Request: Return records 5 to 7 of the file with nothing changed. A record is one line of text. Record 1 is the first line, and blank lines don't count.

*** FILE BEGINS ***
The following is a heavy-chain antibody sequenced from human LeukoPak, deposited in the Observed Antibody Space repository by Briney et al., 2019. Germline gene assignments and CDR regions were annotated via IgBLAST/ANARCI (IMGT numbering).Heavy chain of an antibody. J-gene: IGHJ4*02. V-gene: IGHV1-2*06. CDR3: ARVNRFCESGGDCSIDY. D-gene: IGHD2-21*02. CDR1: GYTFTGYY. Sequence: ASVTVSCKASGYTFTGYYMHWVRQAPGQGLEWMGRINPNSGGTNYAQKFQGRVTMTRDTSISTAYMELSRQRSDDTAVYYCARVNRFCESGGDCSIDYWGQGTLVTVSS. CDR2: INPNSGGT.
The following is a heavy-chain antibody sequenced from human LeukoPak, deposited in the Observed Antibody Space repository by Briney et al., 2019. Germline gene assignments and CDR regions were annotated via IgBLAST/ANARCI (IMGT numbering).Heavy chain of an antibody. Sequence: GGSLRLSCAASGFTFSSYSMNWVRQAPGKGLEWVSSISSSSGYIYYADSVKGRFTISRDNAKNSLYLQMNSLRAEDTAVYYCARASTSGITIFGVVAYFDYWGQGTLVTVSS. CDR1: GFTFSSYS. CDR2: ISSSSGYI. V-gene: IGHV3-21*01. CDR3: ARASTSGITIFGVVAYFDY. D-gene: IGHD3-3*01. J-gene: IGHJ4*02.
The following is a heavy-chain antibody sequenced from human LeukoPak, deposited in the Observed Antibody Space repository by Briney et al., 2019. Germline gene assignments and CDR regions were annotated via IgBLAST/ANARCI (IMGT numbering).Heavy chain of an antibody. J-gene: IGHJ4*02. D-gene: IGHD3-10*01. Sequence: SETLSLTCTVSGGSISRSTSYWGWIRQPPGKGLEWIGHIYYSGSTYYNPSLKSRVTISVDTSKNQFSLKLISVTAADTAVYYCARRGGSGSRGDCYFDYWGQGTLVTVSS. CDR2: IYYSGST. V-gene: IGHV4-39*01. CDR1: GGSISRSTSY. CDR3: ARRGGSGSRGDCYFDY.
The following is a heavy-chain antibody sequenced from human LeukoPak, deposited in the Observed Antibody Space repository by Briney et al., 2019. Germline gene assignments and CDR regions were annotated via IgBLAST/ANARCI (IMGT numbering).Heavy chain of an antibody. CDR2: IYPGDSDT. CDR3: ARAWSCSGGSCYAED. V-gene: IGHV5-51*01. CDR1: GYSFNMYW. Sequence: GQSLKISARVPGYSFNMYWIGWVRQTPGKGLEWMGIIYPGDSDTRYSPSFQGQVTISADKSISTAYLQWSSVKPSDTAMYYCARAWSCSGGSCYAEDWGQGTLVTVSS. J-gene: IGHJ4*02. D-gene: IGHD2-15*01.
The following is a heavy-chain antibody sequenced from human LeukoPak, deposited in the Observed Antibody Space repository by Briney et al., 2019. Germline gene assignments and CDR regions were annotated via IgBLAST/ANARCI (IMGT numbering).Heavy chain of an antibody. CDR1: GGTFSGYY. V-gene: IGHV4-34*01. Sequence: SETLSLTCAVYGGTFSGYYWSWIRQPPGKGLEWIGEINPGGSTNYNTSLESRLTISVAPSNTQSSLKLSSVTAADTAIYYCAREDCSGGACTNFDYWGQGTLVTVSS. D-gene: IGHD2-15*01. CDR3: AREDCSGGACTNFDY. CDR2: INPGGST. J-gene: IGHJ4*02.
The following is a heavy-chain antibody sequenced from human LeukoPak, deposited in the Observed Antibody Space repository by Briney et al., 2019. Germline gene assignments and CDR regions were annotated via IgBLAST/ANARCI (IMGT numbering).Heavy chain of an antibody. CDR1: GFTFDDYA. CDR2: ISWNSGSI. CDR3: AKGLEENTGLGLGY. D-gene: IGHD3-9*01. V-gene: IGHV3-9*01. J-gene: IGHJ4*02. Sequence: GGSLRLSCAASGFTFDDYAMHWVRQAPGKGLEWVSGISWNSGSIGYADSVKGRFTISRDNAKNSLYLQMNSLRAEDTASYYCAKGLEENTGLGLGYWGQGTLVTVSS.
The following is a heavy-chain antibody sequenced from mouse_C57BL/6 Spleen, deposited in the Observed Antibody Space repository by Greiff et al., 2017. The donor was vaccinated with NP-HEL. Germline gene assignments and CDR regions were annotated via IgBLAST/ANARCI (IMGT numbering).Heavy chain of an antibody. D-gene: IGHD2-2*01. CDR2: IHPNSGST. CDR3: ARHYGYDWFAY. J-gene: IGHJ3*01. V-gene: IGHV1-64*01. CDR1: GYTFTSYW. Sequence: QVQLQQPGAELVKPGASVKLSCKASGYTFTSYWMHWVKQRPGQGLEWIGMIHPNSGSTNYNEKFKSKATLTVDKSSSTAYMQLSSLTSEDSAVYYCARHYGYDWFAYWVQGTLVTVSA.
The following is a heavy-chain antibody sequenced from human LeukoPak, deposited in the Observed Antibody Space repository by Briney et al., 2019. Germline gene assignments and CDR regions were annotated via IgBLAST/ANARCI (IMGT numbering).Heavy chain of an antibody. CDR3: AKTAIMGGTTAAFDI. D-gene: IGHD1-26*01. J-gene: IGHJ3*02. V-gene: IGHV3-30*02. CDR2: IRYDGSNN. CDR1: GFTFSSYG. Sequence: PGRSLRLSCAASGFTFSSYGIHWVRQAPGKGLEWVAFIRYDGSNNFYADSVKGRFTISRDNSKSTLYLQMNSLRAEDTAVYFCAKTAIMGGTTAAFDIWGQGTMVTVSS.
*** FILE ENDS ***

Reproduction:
The following is a heavy-chain antibody sequenced from human LeukoPak, deposited in the Observed Antibody Space repository by Briney et al., 2019. Germline gene assignments and CDR regions were annotated via IgBLAST/ANARCI (IMGT numbering).Heavy chain of an antibody. CDR1: GGTFSGYY. V-gene: IGHV4-34*01. Sequence: SETLSLTCAVYGGTFSGYYWSWIRQPPGKGLEWIGEINPGGSTNYNTSLESRLTISVAPSNTQSSLKLSSVTAADTAIYYCAREDCSGGACTNFDYWGQGTLVTVSS. D-gene: IGHD2-15*01. CDR3: AREDCSGGACTNFDY. CDR2: INPGGST. J-gene: IGHJ4*02.
The following is a heavy-chain antibody sequenced from human LeukoPak, deposited in the Observed Antibody Space repository by Briney et al., 2019. Germline gene assignments and CDR regions were annotated via IgBLAST/ANARCI (IMGT numbering).Heavy chain of an antibody. CDR1: GFTFDDYA. CDR2: ISWNSGSI. CDR3: AKGLEENTGLGLGY. D-gene: IGHD3-9*01. V-gene: IGHV3-9*01. J-gene: IGHJ4*02. Sequence: GGSLRLSCAASGFTFDDYAMHWVRQAPGKGLEWVSGISWNSGSIGYADSVKGRFTISRDNAKNSLYLQMNSLRAEDTASYYCAKGLEENTGLGLGYWGQGTLVTVSS.
The following is a heavy-chain antibody sequenced from mouse_C57BL/6 Spleen, deposited in the Observed Antibody Space repository by Greiff et al., 2017. The donor was vaccinated with NP-HEL. Germline gene assignments and CDR regions were annotated via IgBLAST/ANARCI (IMGT numbering).Heavy chain of an antibody. D-gene: IGHD2-2*01. CDR2: IHPNSGST. CDR3: ARHYGYDWFAY. J-gene: IGHJ3*01. V-gene: IGHV1-64*01. CDR1: GYTFTSYW. Sequence: QVQLQQPGAELVKPGASVKLSCKASGYTFTSYWMHWVKQRPGQGLEWIGMIHPNSGSTNYNEKFKSKATLTVDKSSSTAYMQLSSLTSEDSAVYYCARHYGYDWFAYWVQGTLVTVSA.